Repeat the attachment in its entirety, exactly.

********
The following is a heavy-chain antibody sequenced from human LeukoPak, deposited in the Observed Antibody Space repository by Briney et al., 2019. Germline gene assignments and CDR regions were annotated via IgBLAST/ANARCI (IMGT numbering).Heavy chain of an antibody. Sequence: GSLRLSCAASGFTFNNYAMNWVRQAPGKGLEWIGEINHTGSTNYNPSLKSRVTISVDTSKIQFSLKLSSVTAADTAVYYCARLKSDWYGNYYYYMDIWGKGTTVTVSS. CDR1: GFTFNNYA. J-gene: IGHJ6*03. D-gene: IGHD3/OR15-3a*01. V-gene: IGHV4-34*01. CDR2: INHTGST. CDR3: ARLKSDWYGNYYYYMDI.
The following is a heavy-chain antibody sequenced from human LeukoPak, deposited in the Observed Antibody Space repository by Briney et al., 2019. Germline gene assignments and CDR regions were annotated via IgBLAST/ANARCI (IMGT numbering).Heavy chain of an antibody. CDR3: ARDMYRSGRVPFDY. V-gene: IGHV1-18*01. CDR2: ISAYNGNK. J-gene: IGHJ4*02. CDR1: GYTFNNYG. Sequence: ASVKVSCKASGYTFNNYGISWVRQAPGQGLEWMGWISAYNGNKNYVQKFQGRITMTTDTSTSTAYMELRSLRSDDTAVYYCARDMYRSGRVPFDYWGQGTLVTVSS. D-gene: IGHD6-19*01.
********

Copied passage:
The following is a heavy-chain antibody sequenced from human LeukoPak, deposited in the Observed Antibody Space repository by Briney et al., 2019. Germline gene assignments and CDR regions were annotated via IgBLAST/ANARCI (IMGT numbering).Heavy chain of an antibody. Sequence: GSLRLSCAASGFTFNNYAMNWVRQAPGKGLEWIGEINHTGSTNYNPSLKSRVTISVDTSKIQFSLKLSSVTAADTAVYYCARLKSDWYGNYYYYMDIWGKGTTVTVSS. CDR1: GFTFNNYA. J-gene: IGHJ6*03. D-gene: IGHD3/OR15-3a*01. V-gene: IGHV4-34*01. CDR2: INHTGST. CDR3: ARLKSDWYGNYYYYMDI.
The following is a heavy-chain antibody sequenced from human LeukoPak, deposited in the Observed Antibody Space repository by Briney et al., 2019. Germline gene assignments and CDR regions were annotated via IgBLAST/ANARCI (IMGT numbering).Heavy chain of an antibody. CDR3: ARDMYRSGRVPFDY. V-gene: IGHV1-18*01. CDR2: ISAYNGNK. J-gene: IGHJ4*02. CDR1: GYTFNNYG. Sequence: ASVKVSCKASGYTFNNYGISWVRQAPGQGLEWMGWISAYNGNKNYVQKFQGRITMTTDTSTSTAYMELRSLRSDDTAVYYCARDMYRSGRVPFDYWGQGTLVTVSS. D-gene: IGHD6-19*01.